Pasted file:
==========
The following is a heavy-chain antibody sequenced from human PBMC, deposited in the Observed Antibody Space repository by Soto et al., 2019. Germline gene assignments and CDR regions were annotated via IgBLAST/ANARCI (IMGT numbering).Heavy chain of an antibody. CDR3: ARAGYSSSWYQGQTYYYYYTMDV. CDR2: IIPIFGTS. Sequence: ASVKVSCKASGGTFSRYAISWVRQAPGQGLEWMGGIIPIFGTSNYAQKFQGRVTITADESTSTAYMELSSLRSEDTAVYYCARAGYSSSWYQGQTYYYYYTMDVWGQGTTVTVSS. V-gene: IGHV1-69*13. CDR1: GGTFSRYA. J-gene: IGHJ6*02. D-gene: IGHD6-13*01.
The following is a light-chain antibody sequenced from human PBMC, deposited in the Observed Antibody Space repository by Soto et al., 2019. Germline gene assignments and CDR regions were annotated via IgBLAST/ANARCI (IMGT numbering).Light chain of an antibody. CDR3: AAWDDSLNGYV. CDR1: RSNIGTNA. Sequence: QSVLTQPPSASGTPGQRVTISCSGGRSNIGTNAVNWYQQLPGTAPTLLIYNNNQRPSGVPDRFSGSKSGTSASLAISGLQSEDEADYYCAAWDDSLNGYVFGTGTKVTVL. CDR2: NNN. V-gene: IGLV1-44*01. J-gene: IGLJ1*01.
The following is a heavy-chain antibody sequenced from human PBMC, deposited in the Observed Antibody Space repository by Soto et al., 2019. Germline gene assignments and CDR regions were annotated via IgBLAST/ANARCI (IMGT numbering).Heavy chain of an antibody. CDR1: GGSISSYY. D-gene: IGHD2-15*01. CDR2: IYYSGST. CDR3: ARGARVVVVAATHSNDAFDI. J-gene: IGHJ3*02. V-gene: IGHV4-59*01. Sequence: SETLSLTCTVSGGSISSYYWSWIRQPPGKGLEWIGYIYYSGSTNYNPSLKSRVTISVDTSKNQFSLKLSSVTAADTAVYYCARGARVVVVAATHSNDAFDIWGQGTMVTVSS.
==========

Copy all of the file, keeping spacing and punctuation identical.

The following is a heavy-chain antibody sequenced from human PBMC, deposited in the Observed Antibody Space repository by Soto et al., 2019. Germline gene assignments and CDR regions were annotated via IgBLAST/ANARCI (IMGT numbering).Heavy chain of an antibody. CDR3: ARAGYSSSWYQGQTYYYYYTMDV. CDR2: IIPIFGTS. Sequence: ASVKVSCKASGGTFSRYAISWVRQAPGQGLEWMGGIIPIFGTSNYAQKFQGRVTITADESTSTAYMELSSLRSEDTAVYYCARAGYSSSWYQGQTYYYYYTMDVWGQGTTVTVSS. V-gene: IGHV1-69*13. CDR1: GGTFSRYA. J-gene: IGHJ6*02. D-gene: IGHD6-13*01.
The following is a light-chain antibody sequenced from human PBMC, deposited in the Observed Antibody Space repository by Soto et al., 2019. Germline gene assignments and CDR regions were annotated via IgBLAST/ANARCI (IMGT numbering).Light chain of an antibody. CDR3: AAWDDSLNGYV. CDR1: RSNIGTNA. Sequence: QSVLTQPPSASGTPGQRVTISCSGGRSNIGTNAVNWYQQLPGTAPTLLIYNNNQRPSGVPDRFSGSKSGTSASLAISGLQSEDEADYYCAAWDDSLNGYVFGTGTKVTVL. CDR2: NNN. V-gene: IGLV1-44*01. J-gene: IGLJ1*01.
The following is a heavy-chain antibody sequenced from human PBMC, deposited in the Observed Antibody Space repository by Soto et al., 2019. Germline gene assignments and CDR regions were annotated via IgBLAST/ANARCI (IMGT numbering).Heavy chain of an antibody. CDR1: GGSISSYY. D-gene: IGHD2-15*01. CDR2: IYYSGST. CDR3: ARGARVVVVAATHSNDAFDI. J-gene: IGHJ3*02. V-gene: IGHV4-59*01. Sequence: SETLSLTCTVSGGSISSYYWSWIRQPPGKGLEWIGYIYYSGSTNYNPSLKSRVTISVDTSKNQFSLKLSSVTAADTAVYYCARGARVVVVAATHSNDAFDIWGQGTMVTVSS.